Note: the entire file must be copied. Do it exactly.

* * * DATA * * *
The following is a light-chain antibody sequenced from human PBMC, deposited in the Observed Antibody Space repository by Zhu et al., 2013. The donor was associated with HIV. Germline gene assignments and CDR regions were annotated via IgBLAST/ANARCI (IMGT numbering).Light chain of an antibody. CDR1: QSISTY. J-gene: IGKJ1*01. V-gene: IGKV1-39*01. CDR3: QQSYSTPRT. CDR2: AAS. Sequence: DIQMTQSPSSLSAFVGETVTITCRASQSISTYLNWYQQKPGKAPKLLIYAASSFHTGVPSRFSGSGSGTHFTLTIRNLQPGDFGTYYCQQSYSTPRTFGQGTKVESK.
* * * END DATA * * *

The following is a light-chain antibody sequenced from human PBMC, deposited in the Observed Antibody Space repository by Zhu et al., 2013. The donor was associated with HIV. Germline gene assignments and CDR regions were annotated via IgBLAST/ANARCI (IMGT numbering).Light chain of an antibody. CDR1: QSISTY. J-gene: IGKJ1*01. V-gene: IGKV1-39*01. CDR3: QQSYSTPRT. CDR2: AAS. Sequence: DIQMTQSPSSLSAFVGETVTITCRASQSISTYLNWYQQKPGKAPKLLIYAASSFHTGVPSRFSGSGSGTHFTLTIRNLQPGDFGTYYCQQSYSTPRTFGQGTKVESK.